Dana Goldstein's assessment of the literature on prison guards neglected to consider some recent research that links prison guards’ perceptions about the people under their care and their jobs in the context of a broader socio-political landscape. For example, University of Minnesota sociologist Joshua Page's recent book 'The Toughest Beat: Politics, Punishment, and the Prison Officers Union in California' examines California prison guard union activism in support of mass incarceration in the context of a transforming political landscape, and the subsequent effects on everyday punishment. He found a direct relationship between labor union activism in support of tougher penalties and the nature, scope and purpose of imprisonment in the daily lives of staff and incarcerated people.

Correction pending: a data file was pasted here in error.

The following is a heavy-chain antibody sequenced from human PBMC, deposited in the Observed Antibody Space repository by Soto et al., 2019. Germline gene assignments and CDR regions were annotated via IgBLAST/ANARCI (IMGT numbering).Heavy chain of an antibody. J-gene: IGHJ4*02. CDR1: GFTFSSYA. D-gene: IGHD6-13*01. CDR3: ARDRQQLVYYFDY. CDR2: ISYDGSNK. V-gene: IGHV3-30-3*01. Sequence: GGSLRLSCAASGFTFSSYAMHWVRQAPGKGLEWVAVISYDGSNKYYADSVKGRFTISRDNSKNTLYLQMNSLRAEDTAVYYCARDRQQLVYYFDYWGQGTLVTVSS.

Goldstein's analysis might have also missed some important research done about prison staff which takes a more critical look at staff perceptions of their organizational environments. In an evaluation of prisons in England, for example, researchers from the University of Cambridge found that staff perceptions of safety — or the lack of it — were related less to actual levels of violence than to staff members’ trust in senior management and their confidence in their job. Researchers have found that prisons where incarcerated people and staff feel that the authority and relationships are rooted in decency, trust, and respect tend to have lower rates of violence and disorder as well as higher levels of well-being. Uncertainty and instability in an organization may be also affected by the anxieties and emotions of all of the people within them. Thus, riots, disturbances, and escapes are not a simple story of incarcerated people's resistance to control, but actually a more complex reflection of illegitimacy of the prison in the eyes of everyone who walks through it. Prisons do bad things to all people who occupy them.